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Society

ORIGINAL FRENCH ARTICLE: Aubagne cultive la différence

by Christophe Deroubaix

Published in l'Humanité on 14 May 2005

Aubagne: a New Direction in Tourism

Translated by Carol Gullidge

Translated Sunday 7 May 2006, by Carol Gullidge

Set in the landscape of Cézanne and Pagnol, Aubagne is ideally situated to host the World Congress on Social Tourism from May 10-13, 2006: not only for its stunning scenery, but also the fact that its whole community has become engaged in developing discovery tourism.

This thousand-year-old town at the heart of the golden triangle is placing its bets on discovery tourism.

Lounging around may well have its fans, but discovery tourism is riding the crest of a wave. And Aubagne is the proof. At the foot of the Sainte-Baume and the Garlaban massif and its five surrounding districts at the heart of the Garlaban-Huveaune-Sainte-Baume (GHB) urban community, Aubagne, with its population of 40,000, receives 700,000 visitors each year - 80% of whom are French.

“This has been a growing tendency for several years. Only 12 kilometres from the coast and 17 from the Old Port of Marseilles, all is peace and quiet here in the heart of the magic triangle of Aix-Marseilles-the Calanques. And swimming isn’t the only activity we offer,” explained Geneviève Roubaud, director of the Aubagne tourist office. “On top of that, our pricing policy is more attractive, especially for families, with accommodation rates remaining constant throughout the year.”

Aubagne is well known, of course, as the birthplace of Marcel Pagnol. Walks around the town centre and excursions to Pagnol’s “beloved hills” are in great demand, even during the heat of the summer.

Clay and pottery are the second major attraction that Aubagne has to offer. This was especially the case last year, when “Albanae, Aubagne” held an all-year-round celebration for its millennial anniversary, devoting the summer to the “arts of the earth”. With the eighth Argilla − the biggest potters’ market in France (183 exhibitors last year) − August 20 and 21 were the high point. A santon fair - these clay figurines being another local speciality - was held from mid-July to the end of August. Pottery courses and exhibitions completed the picture.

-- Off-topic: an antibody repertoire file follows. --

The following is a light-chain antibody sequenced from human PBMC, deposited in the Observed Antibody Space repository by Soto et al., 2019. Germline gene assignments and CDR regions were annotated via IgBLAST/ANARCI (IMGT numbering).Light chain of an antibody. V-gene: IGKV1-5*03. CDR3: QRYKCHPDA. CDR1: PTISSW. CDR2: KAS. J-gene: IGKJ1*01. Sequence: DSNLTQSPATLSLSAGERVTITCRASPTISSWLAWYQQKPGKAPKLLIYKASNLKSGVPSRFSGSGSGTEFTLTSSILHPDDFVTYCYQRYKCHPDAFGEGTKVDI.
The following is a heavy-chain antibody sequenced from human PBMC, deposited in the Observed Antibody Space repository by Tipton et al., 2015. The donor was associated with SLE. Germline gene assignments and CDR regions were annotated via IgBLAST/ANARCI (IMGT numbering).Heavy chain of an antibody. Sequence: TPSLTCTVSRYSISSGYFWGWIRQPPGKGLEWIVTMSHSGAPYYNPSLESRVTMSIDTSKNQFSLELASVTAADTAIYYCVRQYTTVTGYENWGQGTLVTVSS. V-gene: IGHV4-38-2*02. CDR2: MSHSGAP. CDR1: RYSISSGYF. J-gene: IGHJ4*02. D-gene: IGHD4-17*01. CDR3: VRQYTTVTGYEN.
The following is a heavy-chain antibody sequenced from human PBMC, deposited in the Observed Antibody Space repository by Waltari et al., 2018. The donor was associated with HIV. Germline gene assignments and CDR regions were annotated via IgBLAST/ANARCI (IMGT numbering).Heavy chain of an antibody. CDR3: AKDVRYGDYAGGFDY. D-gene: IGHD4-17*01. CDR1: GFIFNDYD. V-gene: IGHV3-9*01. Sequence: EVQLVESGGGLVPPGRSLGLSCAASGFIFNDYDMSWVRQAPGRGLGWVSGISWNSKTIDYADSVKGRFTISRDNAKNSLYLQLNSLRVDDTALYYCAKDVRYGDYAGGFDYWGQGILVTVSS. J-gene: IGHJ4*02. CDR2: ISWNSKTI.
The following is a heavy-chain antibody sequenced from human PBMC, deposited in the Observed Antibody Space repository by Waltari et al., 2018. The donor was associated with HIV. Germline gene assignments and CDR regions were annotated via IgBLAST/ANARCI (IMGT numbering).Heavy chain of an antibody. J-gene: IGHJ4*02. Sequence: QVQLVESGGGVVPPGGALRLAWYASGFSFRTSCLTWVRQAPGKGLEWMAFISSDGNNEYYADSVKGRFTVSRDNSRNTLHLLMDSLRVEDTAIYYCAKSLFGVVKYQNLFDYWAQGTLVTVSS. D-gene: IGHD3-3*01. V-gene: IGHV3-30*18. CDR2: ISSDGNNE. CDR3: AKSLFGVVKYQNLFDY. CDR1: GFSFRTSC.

And the visitors’ stomachs have also been provided for. Until just recently, fast food was the only choice available to visitors wishing to spend the least possible time eating. But, starting last year, moderately priced regional dishes can now be found in several local restaurants. Restaurant owners taking part in the scheme have also agreed to tell their customers how to locate their suppliers. In the same spirit, “welcome vouchers” are provided to visitors staying in local accommodation, inviting them to visit local producers and handicraft-makers. “Our aim is to cater for the visitor’s every need”, Geneviève Roubaud pointed out.

To take full advantage of this new approach to tourism, the community of Garlaban-Huveaune-Sainte-Baume (GHB) has prepared some new offers. Alain Belviso, GHB’s president, explained: “We had several advantages to start off with: our privileged geographical situation; a growing love of the countryside; and the demand for “green” tourism. Our aim is to increase this demand over the whole area covered by our community."

This year, Aubagne and GHB are setting up a new excursion in the Marseilles area: a helicopter ride over the Garlaban massif, and the famous creeks and the cliffs of Cassis. “We’ll be unique in offering this type of activity”, they proudly announced in the GHB community, where they hope to capture clientele from the cruise passengers stopping off at Marseilles. “Cruise passengers are an ever-replenishing source of supply for the tourism market, and the travel agencies needed to take a fresh look at what they were offering”, explained an official of the inter-community structure. So Aubagne, with its own heliport, jumped at the opportunity.

The second path to be explored by GHB, which will soon have its own tourist office, is management-workers’ committees in private and public corporations, who, in France, play a major part in supporting employees’ leisure-time activities. Since last September, GHB sent delegates to four major gatherings of representatives of these “comités d’entreprise”: in Paris, Lyon, Montpellier and Marseilles. Finally, in a bid to encourage green fingers, GHB has bought a piece of land known as the “Font de Mai” (the May Fountain), to transform it into a tourist attraction geared towards local agriculture and local produce.

Christophe Deroubaix

Original French text on l’Humanité’s Website:
http://www.humanite.fr/journal/2005-05-14/2005-05-14-634383


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